BT Arise II - шаблон joomla Продвижение

Muscles and Human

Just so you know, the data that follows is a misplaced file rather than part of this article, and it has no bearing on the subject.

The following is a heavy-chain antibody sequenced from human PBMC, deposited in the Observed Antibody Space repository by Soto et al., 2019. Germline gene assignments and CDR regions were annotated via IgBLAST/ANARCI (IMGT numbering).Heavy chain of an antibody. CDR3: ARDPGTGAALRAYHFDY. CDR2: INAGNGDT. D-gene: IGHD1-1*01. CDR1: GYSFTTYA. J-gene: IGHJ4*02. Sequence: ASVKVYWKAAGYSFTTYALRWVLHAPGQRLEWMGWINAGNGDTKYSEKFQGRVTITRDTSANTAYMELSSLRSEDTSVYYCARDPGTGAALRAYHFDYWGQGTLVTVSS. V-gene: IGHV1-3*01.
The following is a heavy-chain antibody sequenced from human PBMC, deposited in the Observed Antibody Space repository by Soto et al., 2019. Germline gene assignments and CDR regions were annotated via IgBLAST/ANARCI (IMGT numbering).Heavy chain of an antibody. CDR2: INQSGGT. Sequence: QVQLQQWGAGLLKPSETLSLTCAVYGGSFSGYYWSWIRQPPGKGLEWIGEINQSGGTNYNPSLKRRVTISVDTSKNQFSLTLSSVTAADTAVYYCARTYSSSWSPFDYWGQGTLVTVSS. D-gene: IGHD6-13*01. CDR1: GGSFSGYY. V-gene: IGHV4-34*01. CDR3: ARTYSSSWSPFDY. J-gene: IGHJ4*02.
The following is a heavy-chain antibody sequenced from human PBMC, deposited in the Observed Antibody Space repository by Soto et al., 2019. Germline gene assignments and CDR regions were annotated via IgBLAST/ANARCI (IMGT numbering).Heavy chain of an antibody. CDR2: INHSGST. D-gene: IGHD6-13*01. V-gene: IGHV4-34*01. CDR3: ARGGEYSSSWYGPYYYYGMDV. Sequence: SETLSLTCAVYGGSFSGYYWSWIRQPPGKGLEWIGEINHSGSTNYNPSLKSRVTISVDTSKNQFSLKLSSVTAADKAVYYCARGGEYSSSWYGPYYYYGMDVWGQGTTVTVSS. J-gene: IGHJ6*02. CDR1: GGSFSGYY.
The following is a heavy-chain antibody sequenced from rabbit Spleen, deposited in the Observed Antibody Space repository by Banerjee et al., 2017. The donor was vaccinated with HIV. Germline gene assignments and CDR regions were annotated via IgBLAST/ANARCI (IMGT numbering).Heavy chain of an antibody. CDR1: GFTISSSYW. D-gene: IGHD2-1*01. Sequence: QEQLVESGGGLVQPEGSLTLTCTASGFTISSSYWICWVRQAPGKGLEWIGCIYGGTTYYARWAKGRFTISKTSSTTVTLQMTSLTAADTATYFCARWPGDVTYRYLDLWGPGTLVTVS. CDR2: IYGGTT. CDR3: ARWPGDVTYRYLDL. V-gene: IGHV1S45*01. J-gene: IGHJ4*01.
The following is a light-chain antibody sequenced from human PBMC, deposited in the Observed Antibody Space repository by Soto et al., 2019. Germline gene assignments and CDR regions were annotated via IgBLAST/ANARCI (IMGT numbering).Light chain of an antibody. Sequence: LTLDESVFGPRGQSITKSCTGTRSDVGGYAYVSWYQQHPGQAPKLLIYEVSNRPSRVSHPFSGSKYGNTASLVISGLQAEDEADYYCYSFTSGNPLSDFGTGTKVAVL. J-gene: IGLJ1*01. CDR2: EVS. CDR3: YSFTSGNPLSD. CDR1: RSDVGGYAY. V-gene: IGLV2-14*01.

Body It is in the joints of the human body that movements of the bones take place. The movement itself is caused by the pull of sheets and cords of very tough tissue called muscle. Muscle tissue has the special ability to shorten itself so that the bone on which it pulls has to move. When muscle tissue shortens, it also bunches up. Muscle tissue covers the body in sheets and bands that lie between the skin and the skeleton. The bones are the framework of the body, but the muscles fill out the body shape. Most muscles extend from one bone to another. When the muscle between the bones shortens, one bone has to move. The point where the muscle is fastened to the unmoving bone is called the origin of the muscle, whereas the point where the muscle is not fastened to the bone that is to be moved is called the insertion. Sometimes the muscle is not attached directly to the bone but to a tough, nonstretchable cord, or tendon, that is attached to the bone. Muscles do not push; they can only pull. To bend the arm at the elbow, the muscle at the front of the upper arm has to shorten and bunch up. To unbend the arm other muscles in the back of the arm have to shorten. These two sets of muscles - the front and the back - are said to act in opposition to each other. When one set is working, the other set is usually relaxed. But there are times when both of them work. Sometimes muscles are called upon to do more than simply pull in one direction. They may have to perform a turning motion. To be able to do this, the muscle must be attached to the bone at an angle. By pulling, the muscle can cause the bone to pivot. A few muscles have special functions. The diaphragm, for example, forces the lungs to take in air. This part of breathing is not primarily a bone moving operation.